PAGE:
On my outside walls however, the air gap between leaf 1 and leaf 2 is only 3.5"... which is small. But, I do have an opportuniy to add some more mass on these particular walls (leaf 2) without overtaxing the structure... I still have some sheetrock here that I need to get rid of... so I am wondering if it would be a good idea for me to add more mass to leaf 2, so that its performance more closely matches that of the roof system (which has the advantage of the greater air gap). This is a cheap and easy option, could be done in less than a day.

    Basically, I am thinking of how to make the best of the triple leaf situation.

    Ok... I know what you're thinking... why I am wasting time with "band-aid" ideas when the whole design is essentially a total mess and can never be "fixed". I dig it. I understand. But, as I mentioned before, I think I am pretty much stuck with my triple leaf set-up due to time and money issues. If you guys came here right now and stood in the room and looked around, you'd truly appreciate how much work would be involved to rip everything down now, and then, worse yet, put back the material BETWEEN the framing studs, which would take probably 5 times longer than adding it TO the studs.

    Plus, another issue... a big reason that I added 3/4" plywood TO the studs to begin with was to strengthen the frame of the house. The frame was originally VERY weak, the builders slopped through everything, the outer sheathing is terrible, etc., the walls literately used to "flap" in the wind like sails... lots of loud creaking noises, etc... was horrible. I think I would have had to have added something to the inside of the studs in any case, triple leaf or no triple leaf. (By the way, I DID first beef up the frame by shimming, adding deck screws, adding extra members, gluing, etc... but it still needed some good "sheathing" to stiffen it up.)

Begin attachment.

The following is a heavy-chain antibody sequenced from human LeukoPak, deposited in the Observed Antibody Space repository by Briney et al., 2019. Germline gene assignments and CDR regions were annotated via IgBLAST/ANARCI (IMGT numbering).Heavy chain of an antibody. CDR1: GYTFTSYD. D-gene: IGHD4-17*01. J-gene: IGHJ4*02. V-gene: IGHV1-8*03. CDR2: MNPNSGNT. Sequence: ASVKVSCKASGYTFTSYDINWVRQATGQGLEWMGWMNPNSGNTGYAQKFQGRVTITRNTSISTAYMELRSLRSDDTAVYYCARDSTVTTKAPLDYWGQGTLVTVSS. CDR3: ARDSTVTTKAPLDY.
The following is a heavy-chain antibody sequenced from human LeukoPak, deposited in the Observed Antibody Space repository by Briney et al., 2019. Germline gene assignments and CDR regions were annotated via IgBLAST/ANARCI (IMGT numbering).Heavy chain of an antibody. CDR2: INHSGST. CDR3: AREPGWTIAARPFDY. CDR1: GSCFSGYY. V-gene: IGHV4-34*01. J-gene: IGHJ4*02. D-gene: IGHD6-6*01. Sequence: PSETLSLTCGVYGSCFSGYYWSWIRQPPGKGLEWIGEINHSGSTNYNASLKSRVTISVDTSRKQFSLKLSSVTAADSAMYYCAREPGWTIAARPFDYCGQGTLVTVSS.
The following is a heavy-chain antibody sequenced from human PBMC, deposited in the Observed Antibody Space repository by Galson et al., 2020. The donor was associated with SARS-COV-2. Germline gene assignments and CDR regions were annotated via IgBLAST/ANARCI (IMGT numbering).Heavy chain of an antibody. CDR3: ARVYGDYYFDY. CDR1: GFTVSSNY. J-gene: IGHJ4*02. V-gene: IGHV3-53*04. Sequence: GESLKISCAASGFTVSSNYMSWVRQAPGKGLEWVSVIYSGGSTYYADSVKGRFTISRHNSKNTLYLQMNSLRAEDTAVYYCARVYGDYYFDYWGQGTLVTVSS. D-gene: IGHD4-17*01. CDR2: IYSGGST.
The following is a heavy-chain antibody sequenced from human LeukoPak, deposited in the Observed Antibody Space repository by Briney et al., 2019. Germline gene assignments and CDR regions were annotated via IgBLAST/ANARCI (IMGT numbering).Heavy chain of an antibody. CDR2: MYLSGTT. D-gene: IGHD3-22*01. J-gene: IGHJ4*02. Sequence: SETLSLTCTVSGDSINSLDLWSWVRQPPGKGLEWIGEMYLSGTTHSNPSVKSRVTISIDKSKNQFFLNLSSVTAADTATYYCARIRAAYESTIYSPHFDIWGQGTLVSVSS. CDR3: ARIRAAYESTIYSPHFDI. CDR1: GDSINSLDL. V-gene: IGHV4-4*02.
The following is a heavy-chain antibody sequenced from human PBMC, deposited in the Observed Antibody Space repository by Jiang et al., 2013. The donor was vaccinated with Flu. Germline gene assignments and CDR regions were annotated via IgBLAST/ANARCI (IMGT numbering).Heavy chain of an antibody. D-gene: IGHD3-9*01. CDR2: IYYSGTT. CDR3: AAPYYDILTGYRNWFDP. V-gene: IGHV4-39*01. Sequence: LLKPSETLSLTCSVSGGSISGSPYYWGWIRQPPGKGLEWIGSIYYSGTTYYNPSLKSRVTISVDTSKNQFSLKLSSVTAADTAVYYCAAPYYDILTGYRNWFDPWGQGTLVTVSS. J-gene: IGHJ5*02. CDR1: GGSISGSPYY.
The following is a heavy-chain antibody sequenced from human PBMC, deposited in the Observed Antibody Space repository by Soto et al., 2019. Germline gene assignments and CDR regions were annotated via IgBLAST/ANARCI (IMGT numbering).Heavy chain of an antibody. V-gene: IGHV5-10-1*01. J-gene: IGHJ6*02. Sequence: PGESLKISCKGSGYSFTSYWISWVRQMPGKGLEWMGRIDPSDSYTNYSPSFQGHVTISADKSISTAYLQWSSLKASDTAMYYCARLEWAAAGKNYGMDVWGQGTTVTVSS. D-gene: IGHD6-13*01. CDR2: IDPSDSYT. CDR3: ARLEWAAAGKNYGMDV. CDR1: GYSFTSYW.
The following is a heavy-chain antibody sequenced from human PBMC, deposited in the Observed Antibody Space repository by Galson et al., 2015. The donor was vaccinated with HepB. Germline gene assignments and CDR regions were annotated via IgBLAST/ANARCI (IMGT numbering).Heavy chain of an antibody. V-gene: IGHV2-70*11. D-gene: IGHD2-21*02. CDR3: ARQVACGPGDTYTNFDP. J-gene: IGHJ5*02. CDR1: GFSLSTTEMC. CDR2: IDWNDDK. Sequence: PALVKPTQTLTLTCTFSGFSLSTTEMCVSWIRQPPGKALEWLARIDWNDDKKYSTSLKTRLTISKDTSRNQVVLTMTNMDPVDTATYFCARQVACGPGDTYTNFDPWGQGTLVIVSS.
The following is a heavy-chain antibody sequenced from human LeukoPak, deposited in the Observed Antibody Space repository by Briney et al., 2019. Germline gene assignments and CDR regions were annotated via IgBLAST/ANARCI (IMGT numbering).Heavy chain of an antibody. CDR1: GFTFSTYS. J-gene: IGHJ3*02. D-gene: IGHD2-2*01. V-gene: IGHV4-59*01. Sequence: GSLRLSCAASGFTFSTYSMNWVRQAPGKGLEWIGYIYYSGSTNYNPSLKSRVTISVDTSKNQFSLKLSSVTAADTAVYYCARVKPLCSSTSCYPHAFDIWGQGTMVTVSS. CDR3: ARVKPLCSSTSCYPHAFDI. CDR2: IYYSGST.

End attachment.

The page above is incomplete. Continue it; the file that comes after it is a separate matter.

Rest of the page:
What this all means is that I have the WRONG HOUSE! I guess, in a perfect world, I would have had to have REMOVED all the cedar shakes and outer sheathing from the outside of this room, then beefed up the frame and re-sheathed from the outside with some good thick stuff, and then I would have been able to have safely and comfortably added multiple layers of drywall BETWEEN the studs on the inside. Or better yet, I guess I could have simply added multiple layers of material to the OUTSIDE of the frame... then there would have been no need to add pieces between the studs from the inside. Then I could have enjoyed a two leaf system while having a beefed up frame.

    But, totally stripping the house completely down to the frame (walls, roof, etc) and rebuilding from scratch would have been a task beyond my time and financial limits anyway. Gee, we're almost at a point where it's easier to just build a brand new house.

    Finally, it IS important to me to have a studio room in my house, but this is indeed going to be just a "home project studio". I guess if my goal was to build a state of the ART commercial facility, then I'd be prepared to really go nuts and spend lots of money. But I can only go so "nuts" with this house project right now unfortunately.

    I still need to think about all this. I'm really kinda stuck here. I'll need to look over everything and figure out what I am able to or not able to do at this point to improve the situation. Yeah, I'd sure love to get rid of the triple leaf situation, but it just might not be possible.

    Regarding other details in your posts... I will get back to you guys again soon! Gotta run! Thanks!

    I greatly appreciate the info!!!